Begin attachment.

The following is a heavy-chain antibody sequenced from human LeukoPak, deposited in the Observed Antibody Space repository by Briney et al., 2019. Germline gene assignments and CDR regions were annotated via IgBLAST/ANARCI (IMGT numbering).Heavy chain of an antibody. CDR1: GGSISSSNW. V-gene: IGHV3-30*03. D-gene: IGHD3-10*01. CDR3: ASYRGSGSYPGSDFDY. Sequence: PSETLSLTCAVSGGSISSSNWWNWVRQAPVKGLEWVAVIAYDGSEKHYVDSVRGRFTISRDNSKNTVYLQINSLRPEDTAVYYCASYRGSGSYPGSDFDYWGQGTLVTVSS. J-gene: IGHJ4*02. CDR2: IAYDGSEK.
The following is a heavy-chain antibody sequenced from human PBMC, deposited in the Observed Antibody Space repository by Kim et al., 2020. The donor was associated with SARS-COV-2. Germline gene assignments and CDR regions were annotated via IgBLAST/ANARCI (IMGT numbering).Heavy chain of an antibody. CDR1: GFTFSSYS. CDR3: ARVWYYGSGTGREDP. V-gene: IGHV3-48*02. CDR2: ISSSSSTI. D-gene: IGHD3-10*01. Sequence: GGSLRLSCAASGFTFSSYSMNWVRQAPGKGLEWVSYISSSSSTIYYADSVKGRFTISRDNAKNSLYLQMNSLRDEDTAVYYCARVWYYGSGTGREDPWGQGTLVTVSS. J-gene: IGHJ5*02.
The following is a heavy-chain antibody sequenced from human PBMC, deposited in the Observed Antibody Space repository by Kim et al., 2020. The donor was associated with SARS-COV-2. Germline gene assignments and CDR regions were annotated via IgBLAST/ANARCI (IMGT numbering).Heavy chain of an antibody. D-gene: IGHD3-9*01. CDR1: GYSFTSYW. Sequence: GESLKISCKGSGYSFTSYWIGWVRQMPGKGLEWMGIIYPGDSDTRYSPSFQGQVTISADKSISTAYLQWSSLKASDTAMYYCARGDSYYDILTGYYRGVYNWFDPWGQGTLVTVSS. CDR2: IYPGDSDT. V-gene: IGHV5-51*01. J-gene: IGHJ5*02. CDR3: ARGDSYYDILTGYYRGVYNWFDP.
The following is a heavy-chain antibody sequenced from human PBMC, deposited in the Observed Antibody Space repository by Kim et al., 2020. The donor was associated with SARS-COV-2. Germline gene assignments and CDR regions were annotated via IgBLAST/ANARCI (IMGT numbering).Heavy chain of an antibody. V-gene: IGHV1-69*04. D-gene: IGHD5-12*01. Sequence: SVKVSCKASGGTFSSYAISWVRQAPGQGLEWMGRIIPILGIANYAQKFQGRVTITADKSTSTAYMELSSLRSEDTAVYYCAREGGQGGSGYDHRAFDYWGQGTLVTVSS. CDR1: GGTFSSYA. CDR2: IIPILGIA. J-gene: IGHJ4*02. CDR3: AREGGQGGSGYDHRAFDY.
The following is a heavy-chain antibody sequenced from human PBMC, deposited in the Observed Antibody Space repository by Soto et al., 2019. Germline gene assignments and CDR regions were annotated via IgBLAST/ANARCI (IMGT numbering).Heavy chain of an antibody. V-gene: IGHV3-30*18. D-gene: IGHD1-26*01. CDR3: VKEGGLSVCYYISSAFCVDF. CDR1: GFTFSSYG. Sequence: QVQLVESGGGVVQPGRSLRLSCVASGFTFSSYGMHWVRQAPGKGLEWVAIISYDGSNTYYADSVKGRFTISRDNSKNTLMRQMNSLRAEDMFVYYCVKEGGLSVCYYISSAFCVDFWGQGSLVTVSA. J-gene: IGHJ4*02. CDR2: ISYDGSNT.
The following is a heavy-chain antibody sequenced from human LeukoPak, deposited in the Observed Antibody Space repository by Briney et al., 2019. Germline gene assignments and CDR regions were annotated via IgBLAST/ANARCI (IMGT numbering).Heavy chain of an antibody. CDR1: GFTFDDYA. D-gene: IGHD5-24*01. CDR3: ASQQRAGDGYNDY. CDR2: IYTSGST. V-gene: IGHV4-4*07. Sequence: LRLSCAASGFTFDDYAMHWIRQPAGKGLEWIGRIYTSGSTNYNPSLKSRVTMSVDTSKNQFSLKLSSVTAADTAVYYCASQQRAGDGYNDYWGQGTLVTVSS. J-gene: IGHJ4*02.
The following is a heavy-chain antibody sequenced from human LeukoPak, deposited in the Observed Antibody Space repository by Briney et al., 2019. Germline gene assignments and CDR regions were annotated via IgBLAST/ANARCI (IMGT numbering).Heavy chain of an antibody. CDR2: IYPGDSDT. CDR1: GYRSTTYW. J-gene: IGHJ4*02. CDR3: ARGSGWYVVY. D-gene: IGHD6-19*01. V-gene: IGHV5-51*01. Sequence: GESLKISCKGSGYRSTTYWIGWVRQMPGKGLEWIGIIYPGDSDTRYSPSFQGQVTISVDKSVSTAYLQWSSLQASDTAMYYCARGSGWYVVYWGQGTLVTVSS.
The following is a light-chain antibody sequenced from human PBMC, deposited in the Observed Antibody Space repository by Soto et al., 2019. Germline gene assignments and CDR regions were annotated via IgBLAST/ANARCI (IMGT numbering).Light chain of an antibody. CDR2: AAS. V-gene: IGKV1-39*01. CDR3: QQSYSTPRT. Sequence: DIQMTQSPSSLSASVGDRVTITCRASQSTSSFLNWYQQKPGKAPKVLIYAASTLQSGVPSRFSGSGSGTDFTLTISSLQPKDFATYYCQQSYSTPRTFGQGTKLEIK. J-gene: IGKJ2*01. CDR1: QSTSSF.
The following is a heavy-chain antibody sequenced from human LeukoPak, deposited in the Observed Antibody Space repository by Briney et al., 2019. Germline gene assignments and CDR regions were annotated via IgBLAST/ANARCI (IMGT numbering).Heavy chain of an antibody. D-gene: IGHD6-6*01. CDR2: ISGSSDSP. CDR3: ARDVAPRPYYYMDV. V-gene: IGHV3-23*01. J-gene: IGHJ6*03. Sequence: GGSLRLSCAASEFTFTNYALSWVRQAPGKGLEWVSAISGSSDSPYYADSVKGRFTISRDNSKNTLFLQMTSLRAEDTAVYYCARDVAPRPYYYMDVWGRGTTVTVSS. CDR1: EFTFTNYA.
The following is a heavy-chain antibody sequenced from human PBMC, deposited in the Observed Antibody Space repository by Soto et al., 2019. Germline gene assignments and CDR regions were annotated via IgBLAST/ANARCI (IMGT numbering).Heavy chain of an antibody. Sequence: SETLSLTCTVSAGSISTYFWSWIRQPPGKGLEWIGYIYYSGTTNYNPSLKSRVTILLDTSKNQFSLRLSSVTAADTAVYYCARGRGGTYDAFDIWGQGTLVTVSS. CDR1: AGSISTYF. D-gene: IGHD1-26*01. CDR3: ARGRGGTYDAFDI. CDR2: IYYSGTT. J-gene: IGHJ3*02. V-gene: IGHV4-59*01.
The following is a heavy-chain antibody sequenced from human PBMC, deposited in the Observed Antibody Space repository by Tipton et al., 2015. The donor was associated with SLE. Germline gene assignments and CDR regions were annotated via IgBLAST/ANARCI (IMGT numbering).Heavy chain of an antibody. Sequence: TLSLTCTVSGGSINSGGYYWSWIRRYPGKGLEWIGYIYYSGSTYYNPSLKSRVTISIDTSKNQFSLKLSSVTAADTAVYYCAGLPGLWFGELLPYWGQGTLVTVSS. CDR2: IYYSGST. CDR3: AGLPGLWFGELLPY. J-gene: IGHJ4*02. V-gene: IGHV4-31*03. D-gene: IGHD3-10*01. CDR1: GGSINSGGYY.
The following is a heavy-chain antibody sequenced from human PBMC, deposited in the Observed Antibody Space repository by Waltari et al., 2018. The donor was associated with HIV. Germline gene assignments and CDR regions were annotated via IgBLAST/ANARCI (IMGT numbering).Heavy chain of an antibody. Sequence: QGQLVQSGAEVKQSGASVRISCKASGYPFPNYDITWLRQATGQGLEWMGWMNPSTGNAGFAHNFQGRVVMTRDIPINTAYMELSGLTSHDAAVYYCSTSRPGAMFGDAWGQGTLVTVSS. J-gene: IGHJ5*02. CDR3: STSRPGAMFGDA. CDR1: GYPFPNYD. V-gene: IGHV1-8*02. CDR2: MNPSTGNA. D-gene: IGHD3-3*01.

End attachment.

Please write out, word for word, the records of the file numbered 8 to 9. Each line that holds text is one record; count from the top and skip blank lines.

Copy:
The following is a light-chain antibody sequenced from human PBMC, deposited in the Observed Antibody Space repository by Soto et al., 2019. Germline gene assignments and CDR regions were annotated via IgBLAST/ANARCI (IMGT numbering).Light chain of an antibody. CDR2: AAS. V-gene: IGKV1-39*01. CDR3: QQSYSTPRT. Sequence: DIQMTQSPSSLSASVGDRVTITCRASQSTSSFLNWYQQKPGKAPKVLIYAASTLQSGVPSRFSGSGSGTDFTLTISSLQPKDFATYYCQQSYSTPRTFGQGTKLEIK. J-gene: IGKJ2*01. CDR1: QSTSSF.
The following is a heavy-chain antibody sequenced from human LeukoPak, deposited in the Observed Antibody Space repository by Briney et al., 2019. Germline gene assignments and CDR regions were annotated via IgBLAST/ANARCI (IMGT numbering).Heavy chain of an antibody. D-gene: IGHD6-6*01. CDR2: ISGSSDSP. CDR3: ARDVAPRPYYYMDV. V-gene: IGHV3-23*01. J-gene: IGHJ6*03. Sequence: GGSLRLSCAASEFTFTNYALSWVRQAPGKGLEWVSAISGSSDSPYYADSVKGRFTISRDNSKNTLFLQMTSLRAEDTAVYYCARDVAPRPYYYMDVWGRGTTVTVSS. CDR1: EFTFTNYA.